Was Doctor Who rubbish in the 1980s?


Watch Shaun Ley's full Newsnight film on the challenges faced by Doctor Who in the 80s

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Doctor Who is 50 this year and has plenty to celebrate. But just like chart-topping bands with albums they wish they had never released, the veteran sci-fi TV show has had its share of turkeys. Why is the 1980s the decade so many fans love to hate?

It started well. John Nathan-Turner, the new producer, revamped the opening titles. He cast a new doctor, Peter Davison, and cut the jokey tone.

Other changes were out of his hands.

Sylvester McCoy: 'Even though I was on it, my children would rather have watched The A-Team'

Doctor Who was evicted from its Saturday time slot, the itinerant Time Lord roaming the TV schedule in an increasingly desperate search for an audience.

At the same time the big budget sci-fi cinema seen in films like The Empire Strikes Back was being emulated by US TV imports such as Battlestar Galactica.

But what didn't change was the way Doctor Who was made. Complex special effects had to be conjured up in evening studio recordings, a way of producing TV more suited to courtroom drama or soaps.

Sylvester McCoy, lead actor from 1987 until the programme was cancelled in 1989, laments that there was never enough time to do the special effects well - a Time Lord unable to turn back the clock.

The case for the prosecution? Colin Baker, McCoy's predecessor forced to wear possibly the most distracting costume ever devised for a leading man, the casting of celebrities (including Beryl Reid, Richard Briers and Ken Dodd) as well as minor pop stars in guest roles, and forgettable baddies, like a green sea monster called The Myrka.

Doctor Who script writer Andrew Cartmel rates the programme's 1980s special effects

The actors inside the costume had managed to give some character to the pantomime horse in the children's programme Rentaghost, but even they couldn't save The Myrka from plumbing the inky depths of TV special effects.

The demise of the Myrka was played on Room 101 to illustrate Michael Grade's antipathy to 1980s Doctor Who. As Controller of BBC One, he suspended the show for 18 months in 1985.

"I thought it was rubbish. I thought it was pathetic," Grade told the programme, "cardboard things probably clonking across the floor, trying to scare kids. You just sit and laugh at it."

Hang on, though. 1980s Doctor Who doesn't have a monopoly on imaginative ideas that don't work.

Colin Baker as Doctor Who Colin Baker's Doctor Who costume was a garish mix of colours

The Dalek Invasion of Earth (1964) was apparently carried out by wobbling flying saucers which wouldn't have been out of place in the classic cinema flop Plan 9 From Outer Space.

The Talons of Weng Chiang (1977), an evocative slice of life on the seedy side of Victorian London, is marred by a laughable giant rat costume.

Years later, the costume designer, James Acheson, given more money and time on feature films like Dangerous Liaisons, deservedly won three Oscars.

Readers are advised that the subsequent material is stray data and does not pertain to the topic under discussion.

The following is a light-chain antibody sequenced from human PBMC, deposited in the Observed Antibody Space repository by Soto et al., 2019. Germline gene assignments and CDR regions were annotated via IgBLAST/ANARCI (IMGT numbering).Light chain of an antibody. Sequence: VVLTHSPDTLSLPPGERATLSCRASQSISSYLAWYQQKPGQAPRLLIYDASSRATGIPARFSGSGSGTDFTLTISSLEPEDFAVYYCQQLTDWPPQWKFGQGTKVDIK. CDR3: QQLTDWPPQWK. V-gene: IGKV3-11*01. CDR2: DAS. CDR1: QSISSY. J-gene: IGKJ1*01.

So why do stories from the 1980s routinely get such a hard time?

Production techniques and effects budgets could not match feature films. Even video games made Doctor Who look dated. BBC bosses of the time now admit they did not know what to do with the programme, and rather hoped it would go away.

John Nathan-Turner tried to keep Doctor Who in the public eye, with a series of bold attempts to generate publicity.

In 1986, Bonnie Langford was cast as the Doctor's sidekick. She made headlines, though fans were appalled.

At the start of the 1980s they had adored John Nathan-Turner, or JNT as he was known, and he enjoyed the adulation. But pleasing the fans and satisfying the casual viewer simultaneously was hard to pull off.

At the end of the decade, though, having survived an 18 month suspension, Doctor Who was on the up.

Sheila Hancock as Helen A. in the Dr Who adventure 'The Happiness Patrol'. Sheila Hancock played her Doctor Who role as a Thatcher-like bad girl

Effects may still have been hit and miss - contrast The Destroyer ("Battlefield") with the Cheetah People ("Survival") - but scripts were more sophisticated, exploring race and sexual identity, and passing critical comment on 1980s Britain.

The performance of Sheila Hancock as Helen A in The Happiness Patrol was a homage, of sorts, to Mrs T.

Too late to save it, though.

As one former BBC insider told Richard Marson, author of a biography of JNT, to be published later this month, by putting it out at the same time as Coronation Street was airing on ITV, in 1989 Doctor Who was "scheduled to death".

The 1980s are being re-lived at the British Film Institute right now, as part of the programme's anniversary celebrations. First, Russell T. Davies and now Steven Moffat have made the 21st Century version both a critical and popular success.

The lesson of the 1980s, though, is not to take it for granted. A powerful producer can drive a programme forward, but in time can also become a barrier to change. Fans can buoy you up, but pleasing them can leave you deaf to the wider audience.

Doctor Who in the 1980s may not have won awards, but behind the latex and laser guns, there were some bold ideas fighting to be heard.

Watch Newsnight's Doctor Who film on Wednesday 29 May 2013 at 2230 on BBC Two, and then afterwards on the BBC iPlayer and Newsnight website.


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  • rate this

    Comment number 151.

    Dr Who's in danger of fizzling out again with Moffat at the helm. His stories are boring and keep revisiting the same themes, his humour and fantasy are lacking and if I see another episode set in Victorian London...

    On topic, if you tell a good story well then viewers, especially sci-fi viewers, will usually go with you in spite of maybe lacking budget and production values.

  • rate this

    Comment number 150.

    It seemed to me at the time that there must have been an agenda to drive the ratings down so that it could be scrapped. I mean, McCoy and Langford? A giant Bertie Basset?